REVIEW: A return to ‘Zombieland’ is fun, but also forgettable

It took a decade but audiences have finally been invited back to Zombieland. Unfortunately, it’s lost some luster.

The movie picks up with the protagonists of the 2009 horror comedy, Columbus (Jesse Eisenberg), Tallahassee (Woody Harrelson), Wichita (Emma Stone) and Little Rock (Abigail Breslin). The four have been surviving across the United States since joining together as a makeshift family in California.

At the beginning of the movie, the four have made it to Washington D.C. and decide to take up residency in the still intact White House. The presidential mansion is a great place to live, but like all families, there can be growing pains and stress. Eventually, it causes Little Rock to go out on her own. The remaining trio decide to go after Little Rock to ensure her safety and encounter some new faces along the way.

For its runtime, “Zombieland: Double Tap” comes across as a movie in search of a reason to exist. Consistently there’s an atmosphere that the sequel came out too late, with a 10 year break, and didn’t have all that much to add.

The movie has a somewhat meandering story. Like the 2009 picture, “Double Tap” is in a way a road movie. However, this time around, the travel from point A to B is less about charming character development and connection building. Instead, it’s more time dedicated to moments of humor or action.

As a result there’s a lack of freshness in the whole ordeal. It’s noticeable in the writing especially in moments of dialogue which can be either too self aware or too obvious at times.

zombieland2 blog
Courtesy Columbia Pictures and Sony Pictures.

With all of that said, the “Zombieland” sequel can still be well worth the watch. There are times when the humor misses the target, but the movie also has plenty of comedy hitting the bulls-eye. More than a few sequences get full on laughs.

It’s also just fun getting to hang out with these characters again after a 10-year hiatus. The characters are endearing like last time and getting to listen to their banter is a treat.

While there’s not much technically new here, it’s an enjoyable hour and a half revisit.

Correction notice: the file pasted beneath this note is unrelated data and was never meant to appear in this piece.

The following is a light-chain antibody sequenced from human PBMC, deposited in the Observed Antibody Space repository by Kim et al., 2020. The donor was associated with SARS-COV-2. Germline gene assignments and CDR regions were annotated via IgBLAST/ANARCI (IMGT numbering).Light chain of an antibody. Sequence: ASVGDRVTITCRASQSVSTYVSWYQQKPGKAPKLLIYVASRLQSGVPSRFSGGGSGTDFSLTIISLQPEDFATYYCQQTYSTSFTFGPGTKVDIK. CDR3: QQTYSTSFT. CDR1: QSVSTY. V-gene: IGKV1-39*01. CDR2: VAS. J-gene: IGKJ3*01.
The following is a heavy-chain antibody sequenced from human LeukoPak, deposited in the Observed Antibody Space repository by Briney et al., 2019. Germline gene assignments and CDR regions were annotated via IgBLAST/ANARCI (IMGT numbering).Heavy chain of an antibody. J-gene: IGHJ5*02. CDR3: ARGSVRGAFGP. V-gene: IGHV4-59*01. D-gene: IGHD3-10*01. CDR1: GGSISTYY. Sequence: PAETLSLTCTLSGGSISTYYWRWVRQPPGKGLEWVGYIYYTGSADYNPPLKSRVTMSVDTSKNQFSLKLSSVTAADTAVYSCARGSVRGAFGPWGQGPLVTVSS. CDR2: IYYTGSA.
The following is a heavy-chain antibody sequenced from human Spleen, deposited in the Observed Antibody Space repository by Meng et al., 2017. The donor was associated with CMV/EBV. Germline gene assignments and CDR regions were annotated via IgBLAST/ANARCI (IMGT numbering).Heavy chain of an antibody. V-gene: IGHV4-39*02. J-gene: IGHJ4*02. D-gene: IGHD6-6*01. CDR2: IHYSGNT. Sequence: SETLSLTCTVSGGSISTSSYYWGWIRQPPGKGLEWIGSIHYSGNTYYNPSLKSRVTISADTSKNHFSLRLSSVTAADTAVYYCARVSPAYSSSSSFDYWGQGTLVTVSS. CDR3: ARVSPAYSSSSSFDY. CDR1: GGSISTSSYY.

Of course it’s thanks to the team portraying the four. Like the original Harrelson steals a lot of the scenes he’s in, portraying the always fun Tallahassee.

Stone is also solid here. While she’s been going in a clear dramatic direction lately, there’s no doubt she’s always had comedic talent and it’s on display in “Double Tap.”

Eisenberg feels somewhat trapped by his character, though. The Columbus character was written during this time in Hollywood where other similar “nerdy” characters were kind of common, with other notable examples in 2007’s “Superbad” and 2010’s “Kick-Ass.” Eisenberg is a fine actor and he has his moments here but the character does feel dated.

Getting the least screen time is Breslin, who is onscreen rather rarely. She’s fine in her moments on screen, but her role is so limited.

Taking her place are two characters, Madison (Zoey Deutch) and Nevada (Rosario Dawson). The characters are somewhat cliched, especially Madison, but they do add entertainment value.

That’s really what “Double Tap” boils down to. The first movie was quite rich while “Zombieland 2” is more hollow, yet the sequel has enough laughs and action to hold one’s interest for a consumable hour and 40 minutes. 3.0 out of 5.

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Author: Matthew Liedke

I'm a reporter for the Bemidji Pioneer in Minnesota, and I also have a passion for the art of film. This passion led me to start writing about film in 2008. From 2008-2016 I wrote pieces at my own website, After the Movie Reviews. Then, from 2016-May 2018, my write-ups were featured on AreaVoices, a blog network run by Forum Communications Company. Today, I write film reviews and other pieces here on Word Press. More about me: I'm a 2009 graduate of Rainy River College and a 2012 graduate of Minnesota State University in Moorhead. At MSU, I studied journalism and film. Outside of movies, I enjoy sports, video games, anime and craft beers.

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